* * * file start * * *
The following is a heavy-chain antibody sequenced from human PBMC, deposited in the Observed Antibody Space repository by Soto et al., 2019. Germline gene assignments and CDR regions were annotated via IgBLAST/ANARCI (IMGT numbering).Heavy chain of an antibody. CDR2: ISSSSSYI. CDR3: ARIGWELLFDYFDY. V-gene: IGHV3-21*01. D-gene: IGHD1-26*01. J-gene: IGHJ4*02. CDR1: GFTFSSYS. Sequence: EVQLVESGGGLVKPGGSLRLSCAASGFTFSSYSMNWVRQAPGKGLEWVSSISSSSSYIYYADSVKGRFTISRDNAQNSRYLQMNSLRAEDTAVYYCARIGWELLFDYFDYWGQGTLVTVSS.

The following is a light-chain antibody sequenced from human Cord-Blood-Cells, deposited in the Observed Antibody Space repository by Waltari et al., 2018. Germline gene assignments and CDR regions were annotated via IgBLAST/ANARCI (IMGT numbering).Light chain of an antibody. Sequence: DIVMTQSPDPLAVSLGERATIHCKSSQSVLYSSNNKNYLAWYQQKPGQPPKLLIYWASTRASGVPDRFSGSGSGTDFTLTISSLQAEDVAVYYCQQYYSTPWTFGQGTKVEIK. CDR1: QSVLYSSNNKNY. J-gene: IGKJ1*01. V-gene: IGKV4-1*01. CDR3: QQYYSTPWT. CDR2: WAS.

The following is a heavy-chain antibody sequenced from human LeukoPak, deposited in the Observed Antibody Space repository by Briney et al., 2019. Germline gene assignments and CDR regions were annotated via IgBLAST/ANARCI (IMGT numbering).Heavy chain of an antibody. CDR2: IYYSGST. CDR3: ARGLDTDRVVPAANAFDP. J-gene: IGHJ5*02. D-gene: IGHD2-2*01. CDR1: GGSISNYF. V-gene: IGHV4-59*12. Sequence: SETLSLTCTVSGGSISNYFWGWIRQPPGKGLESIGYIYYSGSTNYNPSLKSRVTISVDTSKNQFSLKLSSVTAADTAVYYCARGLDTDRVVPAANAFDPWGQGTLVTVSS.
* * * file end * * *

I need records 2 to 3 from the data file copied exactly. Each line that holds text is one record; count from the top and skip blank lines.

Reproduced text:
The following is a light-chain antibody sequenced from human Cord-Blood-Cells, deposited in the Observed Antibody Space repository by Waltari et al., 2018. Germline gene assignments and CDR regions were annotated via IgBLAST/ANARCI (IMGT numbering).Light chain of an antibody. Sequence: DIVMTQSPDPLAVSLGERATIHCKSSQSVLYSSNNKNYLAWYQQKPGQPPKLLIYWASTRASGVPDRFSGSGSGTDFTLTISSLQAEDVAVYYCQQYYSTPWTFGQGTKVEIK. CDR1: QSVLYSSNNKNY. J-gene: IGKJ1*01. V-gene: IGKV4-1*01. CDR3: QQYYSTPWT. CDR2: WAS.

The following is a heavy-chain antibody sequenced from human LeukoPak, deposited in the Observed Antibody Space repository by Briney et al., 2019. Germline gene assignments and CDR regions were annotated via IgBLAST/ANARCI (IMGT numbering).Heavy chain of an antibody. CDR2: IYYSGST. CDR3: ARGLDTDRVVPAANAFDP. J-gene: IGHJ5*02. D-gene: IGHD2-2*01. CDR1: GGSISNYF. V-gene: IGHV4-59*12. Sequence: SETLSLTCTVSGGSISNYFWGWIRQPPGKGLESIGYIYYSGSTNYNPSLKSRVTISVDTSKNQFSLKLSSVTAADTAVYYCARGLDTDRVVPAANAFDPWGQGTLVTVSS.